The committee notes that the Navy has identified the 
Evolved Sea Sparrow Missile (ESSM) capability for large deck 
amphibious ships as a critical unfunded requirement in the 
fiscal year 2005 budget request. Additional funds are required 
to develop the complete SSDS Mk 2 software configuration 
modification for LHD 1 class ships; initiate integration of the 
ESSM into the SSDS Mk 2 computer program; and procure the 
Reconfigured NATO Sea Sparrow Missile System (RNSSMS), a Mk 29 
missile launching system, an AN/SPQ-9B radar system, and a 
cooperative engagement capability (CEC) system for the LHD 1.
    The committee recommends the following to address the 
Navy's unfunded requirement for providing the ESSM capability 
on large deck amphibious ships:
          (1) An increase of $15.3 million in PE 64755N for 
        SSDS Mk 2 system development and demonstration;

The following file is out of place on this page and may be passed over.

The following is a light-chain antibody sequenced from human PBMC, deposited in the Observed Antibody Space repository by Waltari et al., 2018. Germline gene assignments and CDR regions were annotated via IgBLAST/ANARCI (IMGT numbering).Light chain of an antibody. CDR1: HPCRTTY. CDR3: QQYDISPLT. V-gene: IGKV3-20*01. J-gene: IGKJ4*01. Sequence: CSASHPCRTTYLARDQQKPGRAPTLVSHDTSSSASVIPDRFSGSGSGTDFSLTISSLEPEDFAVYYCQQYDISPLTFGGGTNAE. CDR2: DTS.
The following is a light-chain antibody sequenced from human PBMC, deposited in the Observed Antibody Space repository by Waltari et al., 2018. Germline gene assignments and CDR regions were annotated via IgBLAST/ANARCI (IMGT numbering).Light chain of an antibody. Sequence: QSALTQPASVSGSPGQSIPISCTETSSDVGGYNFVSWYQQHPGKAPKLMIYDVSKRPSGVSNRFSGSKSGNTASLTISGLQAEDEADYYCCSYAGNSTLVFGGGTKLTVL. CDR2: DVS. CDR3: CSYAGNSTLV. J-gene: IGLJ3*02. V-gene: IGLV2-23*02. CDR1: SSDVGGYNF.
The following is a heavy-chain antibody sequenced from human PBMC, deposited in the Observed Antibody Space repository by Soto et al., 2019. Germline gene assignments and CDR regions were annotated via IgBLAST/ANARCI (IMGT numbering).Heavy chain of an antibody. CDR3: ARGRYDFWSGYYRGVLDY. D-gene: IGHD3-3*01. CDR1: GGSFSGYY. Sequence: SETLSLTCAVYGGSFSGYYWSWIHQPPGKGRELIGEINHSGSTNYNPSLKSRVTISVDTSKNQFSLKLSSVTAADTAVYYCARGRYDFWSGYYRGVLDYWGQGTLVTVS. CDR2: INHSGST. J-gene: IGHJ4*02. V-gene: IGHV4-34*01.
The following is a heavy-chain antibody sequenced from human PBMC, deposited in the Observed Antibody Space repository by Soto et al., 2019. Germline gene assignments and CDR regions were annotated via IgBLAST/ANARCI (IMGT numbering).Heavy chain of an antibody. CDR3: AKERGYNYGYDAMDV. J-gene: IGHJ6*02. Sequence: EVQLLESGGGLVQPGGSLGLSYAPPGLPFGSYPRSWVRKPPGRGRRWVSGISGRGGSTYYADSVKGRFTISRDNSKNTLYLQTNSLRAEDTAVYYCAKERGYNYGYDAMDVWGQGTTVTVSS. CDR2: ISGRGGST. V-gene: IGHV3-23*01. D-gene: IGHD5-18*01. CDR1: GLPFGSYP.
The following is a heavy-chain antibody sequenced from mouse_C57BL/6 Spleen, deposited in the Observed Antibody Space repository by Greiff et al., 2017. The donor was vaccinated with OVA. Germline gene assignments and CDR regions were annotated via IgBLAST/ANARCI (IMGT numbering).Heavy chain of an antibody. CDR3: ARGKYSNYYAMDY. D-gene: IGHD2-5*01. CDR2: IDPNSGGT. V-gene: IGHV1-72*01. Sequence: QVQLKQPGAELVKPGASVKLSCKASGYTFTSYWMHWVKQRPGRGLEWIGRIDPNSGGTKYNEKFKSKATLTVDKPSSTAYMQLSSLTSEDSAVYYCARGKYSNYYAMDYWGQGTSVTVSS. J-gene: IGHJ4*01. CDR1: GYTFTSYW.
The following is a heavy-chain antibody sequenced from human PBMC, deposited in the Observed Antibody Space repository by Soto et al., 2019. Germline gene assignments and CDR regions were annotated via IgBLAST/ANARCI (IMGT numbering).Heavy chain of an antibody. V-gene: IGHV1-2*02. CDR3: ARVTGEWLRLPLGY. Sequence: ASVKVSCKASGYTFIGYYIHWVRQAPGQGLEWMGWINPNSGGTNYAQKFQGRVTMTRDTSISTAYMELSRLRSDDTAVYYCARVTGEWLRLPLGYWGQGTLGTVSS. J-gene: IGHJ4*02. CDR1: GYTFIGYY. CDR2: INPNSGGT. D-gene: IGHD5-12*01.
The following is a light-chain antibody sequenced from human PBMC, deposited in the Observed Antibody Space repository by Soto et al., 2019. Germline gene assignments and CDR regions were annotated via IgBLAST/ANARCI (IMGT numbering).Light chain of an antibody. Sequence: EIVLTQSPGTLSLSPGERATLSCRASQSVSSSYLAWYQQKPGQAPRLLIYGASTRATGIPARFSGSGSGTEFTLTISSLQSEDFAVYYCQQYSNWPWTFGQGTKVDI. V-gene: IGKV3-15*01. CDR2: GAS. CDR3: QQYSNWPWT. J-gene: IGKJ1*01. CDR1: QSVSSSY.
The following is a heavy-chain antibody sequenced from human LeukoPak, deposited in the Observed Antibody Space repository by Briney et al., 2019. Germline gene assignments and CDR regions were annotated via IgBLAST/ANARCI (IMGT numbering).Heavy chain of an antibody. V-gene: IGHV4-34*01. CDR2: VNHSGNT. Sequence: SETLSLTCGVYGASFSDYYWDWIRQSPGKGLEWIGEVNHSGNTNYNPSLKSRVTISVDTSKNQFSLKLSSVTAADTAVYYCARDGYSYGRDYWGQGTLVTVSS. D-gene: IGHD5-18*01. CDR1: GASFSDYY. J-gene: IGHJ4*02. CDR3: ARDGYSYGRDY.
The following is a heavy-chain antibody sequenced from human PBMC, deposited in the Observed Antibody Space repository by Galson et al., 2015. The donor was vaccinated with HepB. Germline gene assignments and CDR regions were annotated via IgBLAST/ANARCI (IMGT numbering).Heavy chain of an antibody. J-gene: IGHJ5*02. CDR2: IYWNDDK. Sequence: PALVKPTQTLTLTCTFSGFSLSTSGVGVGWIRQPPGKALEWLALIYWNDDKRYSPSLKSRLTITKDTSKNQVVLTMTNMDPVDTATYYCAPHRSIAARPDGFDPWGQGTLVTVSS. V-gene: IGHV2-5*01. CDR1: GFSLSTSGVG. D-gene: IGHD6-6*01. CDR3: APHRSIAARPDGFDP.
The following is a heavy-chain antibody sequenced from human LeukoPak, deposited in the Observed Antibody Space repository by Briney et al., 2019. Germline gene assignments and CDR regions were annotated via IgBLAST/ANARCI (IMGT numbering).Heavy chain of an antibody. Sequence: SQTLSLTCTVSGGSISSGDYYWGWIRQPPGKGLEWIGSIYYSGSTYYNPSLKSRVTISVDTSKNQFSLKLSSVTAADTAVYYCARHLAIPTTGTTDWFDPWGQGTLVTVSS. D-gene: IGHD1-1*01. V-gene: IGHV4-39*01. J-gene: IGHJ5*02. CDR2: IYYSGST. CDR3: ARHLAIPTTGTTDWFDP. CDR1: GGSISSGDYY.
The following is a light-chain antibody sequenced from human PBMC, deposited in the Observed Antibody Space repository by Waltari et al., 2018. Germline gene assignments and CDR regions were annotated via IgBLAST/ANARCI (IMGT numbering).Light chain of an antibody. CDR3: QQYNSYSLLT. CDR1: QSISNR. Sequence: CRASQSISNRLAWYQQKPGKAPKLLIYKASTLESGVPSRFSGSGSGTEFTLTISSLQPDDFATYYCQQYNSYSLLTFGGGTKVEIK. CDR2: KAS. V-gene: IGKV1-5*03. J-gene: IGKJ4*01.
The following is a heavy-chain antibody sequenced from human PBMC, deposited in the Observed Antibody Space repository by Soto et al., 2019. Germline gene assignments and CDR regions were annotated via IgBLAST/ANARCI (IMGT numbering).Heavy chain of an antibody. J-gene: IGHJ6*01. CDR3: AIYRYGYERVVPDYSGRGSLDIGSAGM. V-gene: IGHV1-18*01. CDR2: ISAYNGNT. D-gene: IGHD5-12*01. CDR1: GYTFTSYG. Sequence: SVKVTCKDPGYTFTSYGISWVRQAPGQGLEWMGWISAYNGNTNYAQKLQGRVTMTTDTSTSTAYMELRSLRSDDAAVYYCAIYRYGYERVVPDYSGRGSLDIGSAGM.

(2) An increase of $8.7 million for one Reconfigured 
        NATO Sea Sparrow Missile System (RNSSMS);
          (3) An increase of $6.0 million for one AN/SPQ-9B 
        radar system; and
          (4) An increase of $4.2 million for one cooperative 
        engagement capability system.

Formable aligned carbon thermosets

    The budget request contained $63.7 million in PE 62236N for 
warfighter sustainment applied research, but included no funds 
for formable aligned carbon thermosets (FACTS).
    The committee continues to support the development and 
demonstration of FACTS, which employ stretch broken fibers to 
give the composite material plasticity akin to metals. FACTS 
also significantly eases the formation of composite parts for 
use in aircraft and other construction where weight savings and 
reduced operation and maintenance costs are desired. The use of 
FACTS is expected to increase significantly the percentage of 
airframes that can be fabricated from composites, reduce the 
cost of the composite structure, permit the use of more 
efficient designs, and significantly lower the weight of the 
airframes.
    The committee recommends an increase of $2.0 million in PE 
62236N to continue the program for development and 
demonstration of FACTS product technology.

Gallium nitride radio-frequency power technology